(CNN) -- Super Typhoon Haiyan -- perhaps the strongest storm ever -- plowed across the central Philippines on Friday, leaving widespread devastation.
It roared onto the country's eastern island of Samar at 4:30 a.m., flooding streets and knocking out power and communications in many areas of the region of Eastern Visayas, and then continued its march, barreling into five other Philippine islands as it moved across the archipelago.
At least three people were killed and seven hurt, the National Disaster Risk Reduction and Management Council said Friday.
The state-run Philippines News Agency, citing unconfirmed TV reports, said "around 20" people drowned after a storm surge struck Friday morning in Palo, a town on the island of Leyte, which abuts Samar.
"Most of the fatalities sustained massive injuries in the head and upper part of the body, indicative that strong waves dashed them against hard objects," it reported, adding that nine of the dead were minors.
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Experts predicted the casualty toll would soar once aid workers get to the hardest-hit areas.
About 125,000 people took refuge in evacuation centers, and hundreds of flights were canceled.
With sustained winds of 315 kph (195 mph) and gusts as strong as 380 kph (235 mph), Haiyan may be the strongest tropical cyclone to hit land anywhere in recorded history. It will take further analysis after the storm passes to establish whether it is a record.
Its speed -- westward at 41 kph (25 mph) -- meant the worst was over quickly. But the damage was still severe. "About 90% of the infrastructure and establishments were heavily damaged," Gwendolyn Pang, the secretary general of the Philippine National Red Cross, told CNNI.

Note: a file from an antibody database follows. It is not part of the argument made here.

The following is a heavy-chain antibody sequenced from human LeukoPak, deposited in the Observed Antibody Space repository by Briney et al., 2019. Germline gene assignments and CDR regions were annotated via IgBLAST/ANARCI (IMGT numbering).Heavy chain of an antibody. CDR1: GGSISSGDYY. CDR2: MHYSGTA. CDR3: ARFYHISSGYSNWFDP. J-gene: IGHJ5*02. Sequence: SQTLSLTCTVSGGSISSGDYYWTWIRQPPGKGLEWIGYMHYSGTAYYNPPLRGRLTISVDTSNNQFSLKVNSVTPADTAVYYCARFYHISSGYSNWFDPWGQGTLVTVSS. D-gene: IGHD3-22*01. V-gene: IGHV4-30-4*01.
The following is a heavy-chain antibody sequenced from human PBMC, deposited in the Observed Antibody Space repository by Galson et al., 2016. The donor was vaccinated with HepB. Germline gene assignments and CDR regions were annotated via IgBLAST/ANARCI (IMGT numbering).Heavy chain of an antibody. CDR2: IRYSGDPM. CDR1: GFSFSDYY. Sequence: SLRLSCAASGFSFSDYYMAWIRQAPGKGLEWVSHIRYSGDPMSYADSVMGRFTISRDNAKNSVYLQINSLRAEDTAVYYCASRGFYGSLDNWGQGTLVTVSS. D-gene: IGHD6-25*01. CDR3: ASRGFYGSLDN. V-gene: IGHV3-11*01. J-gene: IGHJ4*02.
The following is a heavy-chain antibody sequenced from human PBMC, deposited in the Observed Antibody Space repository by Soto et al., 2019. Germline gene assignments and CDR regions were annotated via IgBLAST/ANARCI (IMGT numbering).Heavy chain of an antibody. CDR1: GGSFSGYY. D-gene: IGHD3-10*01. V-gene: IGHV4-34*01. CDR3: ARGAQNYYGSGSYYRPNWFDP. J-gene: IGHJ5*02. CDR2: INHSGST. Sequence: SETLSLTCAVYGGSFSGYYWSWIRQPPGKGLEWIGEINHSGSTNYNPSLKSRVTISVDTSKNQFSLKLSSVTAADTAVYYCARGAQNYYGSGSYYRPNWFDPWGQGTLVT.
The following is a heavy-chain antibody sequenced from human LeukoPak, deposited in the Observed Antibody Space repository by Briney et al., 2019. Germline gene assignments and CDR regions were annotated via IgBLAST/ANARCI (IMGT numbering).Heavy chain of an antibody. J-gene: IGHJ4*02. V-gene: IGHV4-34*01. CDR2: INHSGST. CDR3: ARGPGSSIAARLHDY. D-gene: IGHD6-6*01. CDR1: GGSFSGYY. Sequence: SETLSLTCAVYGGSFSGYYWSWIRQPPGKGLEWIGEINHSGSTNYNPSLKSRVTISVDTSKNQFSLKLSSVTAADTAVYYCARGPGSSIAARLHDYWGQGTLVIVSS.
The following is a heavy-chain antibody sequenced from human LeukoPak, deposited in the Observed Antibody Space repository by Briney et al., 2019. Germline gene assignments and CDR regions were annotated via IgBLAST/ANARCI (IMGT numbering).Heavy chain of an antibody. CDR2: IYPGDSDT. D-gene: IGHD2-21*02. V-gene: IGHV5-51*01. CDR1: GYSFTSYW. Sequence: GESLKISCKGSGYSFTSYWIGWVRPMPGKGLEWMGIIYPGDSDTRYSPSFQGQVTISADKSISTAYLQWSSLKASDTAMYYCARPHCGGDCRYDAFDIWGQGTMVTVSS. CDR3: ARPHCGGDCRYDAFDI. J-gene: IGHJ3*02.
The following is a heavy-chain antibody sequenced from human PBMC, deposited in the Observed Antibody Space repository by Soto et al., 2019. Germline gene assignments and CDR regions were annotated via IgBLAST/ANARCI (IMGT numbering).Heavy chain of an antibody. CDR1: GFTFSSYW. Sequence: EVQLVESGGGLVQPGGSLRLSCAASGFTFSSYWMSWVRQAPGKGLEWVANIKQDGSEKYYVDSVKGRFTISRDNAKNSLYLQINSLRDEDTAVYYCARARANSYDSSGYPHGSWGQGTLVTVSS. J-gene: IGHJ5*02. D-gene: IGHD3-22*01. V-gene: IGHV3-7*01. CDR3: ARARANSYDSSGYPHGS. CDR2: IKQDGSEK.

About 25 areas were hit, she said, adding that assessment teams were prepared to enter the stricken areas as soon as conditions allowed.
But they cannot do it alone, she said: "We will be definitely needing more support for this one."
She said floodwater was as high as 10 feet in some areas.
Maryann Zamora, a field communications specialist for the charity World Vision, said her organization "has been working through so many disasters, so many typhoons -- but this is quite different."
"This is the strongest I ever felt so far," she said by phone from the island of Cebu.
Category 5 strength
Haiyan, known in the Philippines as Yolanda, retained much of its force as it moved westward with sustained winds of 295 kph (183 mph), which puts it well above the 252 kph (157 mph) threshold for a Category 5 hurricane, the highest category on the Saffir--Simpson hurricane wind scale.
Video showed streets flooded with debris and sheets of metal flying through the air.
Gov. Roger Mercado of Southern Leyte, a province in Eastern Visayas near the storm's path, said Friday morning that fallen trees had made all roads impassable. "We don't know the extent of the damage," he said. "We are trying to estimate this. We are prepared, but this is really a wallop."
With sea travel suspended in many areas, more than 3,000 travelers were stranded in ports, the council said.
The typhoon was moving away from the Philippines early Saturday into the South China Sea toward Vietnam.
Meteorologists said it was maintaining super typhoon intensity throughout its passage over the Philippines. A super typhoon has surface winds that sustain speeds of more than 240 kph (149 mph) for at least a minute, according to the U.S. National Oceanic and Atmospheric Administration.
Haiyan was so large in diameter that, at one point, its clouds were affecting two-thirds of the country, which stretches more than 1,850 kilometers (1,150 miles). Tropical storm-force winds extended 240 kilometers from the typhoon's center.
'Very real danger'
Ahead of the typhoon's arrival, thousands of people were moved from particularly vulnerable areas in the city of Tacloban, which is in a coastal area of the region that bore the initial brunt of the storm.
Communications with Tacloban, which has a population of around 200,000, were disrupted after the typhoon struck. Video aired by CNN affiliate ABS-CBN showed streets in the city filled with water and debris.
In a speech Thursday, President Benigno S. Aquino III warned residents of the "calamity our countrymen will face in these coming days."
"This is a very real danger, and we can mitigate and lessen its effects if we use the information available to prepare," he said.
Authorities had aircraft ready to respond, and officials had placed relief supplies in the areas that were expected to get hit, Aquino said.
"The effects of this storm can be eased through solidarity," he said.
Earthquake survivors vulnerable
Authorities warned people in provinces across the country to prepare for possible flash floods, landslides and a storm surge as high as 7 meters (23 feet). About 125,000 people nationwide were moved to evacuation centers.